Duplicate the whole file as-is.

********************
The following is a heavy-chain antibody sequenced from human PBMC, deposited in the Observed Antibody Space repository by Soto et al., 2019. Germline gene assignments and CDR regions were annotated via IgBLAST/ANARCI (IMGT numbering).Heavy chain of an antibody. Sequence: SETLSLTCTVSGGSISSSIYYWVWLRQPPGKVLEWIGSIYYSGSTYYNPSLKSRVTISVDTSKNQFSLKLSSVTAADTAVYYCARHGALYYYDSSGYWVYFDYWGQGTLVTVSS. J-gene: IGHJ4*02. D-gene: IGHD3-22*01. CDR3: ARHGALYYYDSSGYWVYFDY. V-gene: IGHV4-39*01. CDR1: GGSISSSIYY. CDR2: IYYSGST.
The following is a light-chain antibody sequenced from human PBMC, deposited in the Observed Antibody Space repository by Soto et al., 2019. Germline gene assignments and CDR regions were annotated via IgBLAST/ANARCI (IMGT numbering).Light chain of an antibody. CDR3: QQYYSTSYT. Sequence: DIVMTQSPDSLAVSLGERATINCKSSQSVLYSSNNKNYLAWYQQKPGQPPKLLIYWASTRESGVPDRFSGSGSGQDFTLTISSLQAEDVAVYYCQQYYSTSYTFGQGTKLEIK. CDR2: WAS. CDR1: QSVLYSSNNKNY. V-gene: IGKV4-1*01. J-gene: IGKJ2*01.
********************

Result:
The following is a heavy-chain antibody sequenced from human PBMC, deposited in the Observed Antibody Space repository by Soto et al., 2019. Germline gene assignments and CDR regions were annotated via IgBLAST/ANARCI (IMGT numbering).Heavy chain of an antibody. Sequence: SETLSLTCTVSGGSISSSIYYWVWLRQPPGKVLEWIGSIYYSGSTYYNPSLKSRVTISVDTSKNQFSLKLSSVTAADTAVYYCARHGALYYYDSSGYWVYFDYWGQGTLVTVSS. J-gene: IGHJ4*02. D-gene: IGHD3-22*01. CDR3: ARHGALYYYDSSGYWVYFDY. V-gene: IGHV4-39*01. CDR1: GGSISSSIYY. CDR2: IYYSGST.
The following is a light-chain antibody sequenced from human PBMC, deposited in the Observed Antibody Space repository by Soto et al., 2019. Germline gene assignments and CDR regions were annotated via IgBLAST/ANARCI (IMGT numbering).Light chain of an antibody. CDR3: QQYYSTSYT. Sequence: DIVMTQSPDSLAVSLGERATINCKSSQSVLYSSNNKNYLAWYQQKPGQPPKLLIYWASTRESGVPDRFSGSGSGQDFTLTISSLQAEDVAVYYCQQYYSTSYTFGQGTKLEIK. CDR2: WAS. CDR1: QSVLYSSNNKNY. V-gene: IGKV4-1*01. J-gene: IGKJ2*01.